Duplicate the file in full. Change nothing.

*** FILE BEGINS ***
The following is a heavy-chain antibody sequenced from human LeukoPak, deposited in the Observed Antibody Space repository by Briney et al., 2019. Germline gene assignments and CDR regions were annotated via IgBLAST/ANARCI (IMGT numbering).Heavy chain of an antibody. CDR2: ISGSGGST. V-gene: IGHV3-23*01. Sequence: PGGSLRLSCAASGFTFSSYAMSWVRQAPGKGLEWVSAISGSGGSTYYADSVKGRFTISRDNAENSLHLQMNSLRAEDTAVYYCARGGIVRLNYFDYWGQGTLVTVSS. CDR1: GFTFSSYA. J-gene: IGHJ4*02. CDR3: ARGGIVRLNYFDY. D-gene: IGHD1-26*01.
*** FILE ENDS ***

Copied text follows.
The following is a heavy-chain antibody sequenced from human LeukoPak, deposited in the Observed Antibody Space repository by Briney et al., 2019. Germline gene assignments and CDR regions were annotated via IgBLAST/ANARCI (IMGT numbering).Heavy chain of an antibody. CDR2: ISGSGGST. V-gene: IGHV3-23*01. Sequence: PGGSLRLSCAASGFTFSSYAMSWVRQAPGKGLEWVSAISGSGGSTYYADSVKGRFTISRDNAENSLHLQMNSLRAEDTAVYYCARGGIVRLNYFDYWGQGTLVTVSS. CDR1: GFTFSSYA. J-gene: IGHJ4*02. CDR3: ARGGIVRLNYFDY. D-gene: IGHD1-26*01.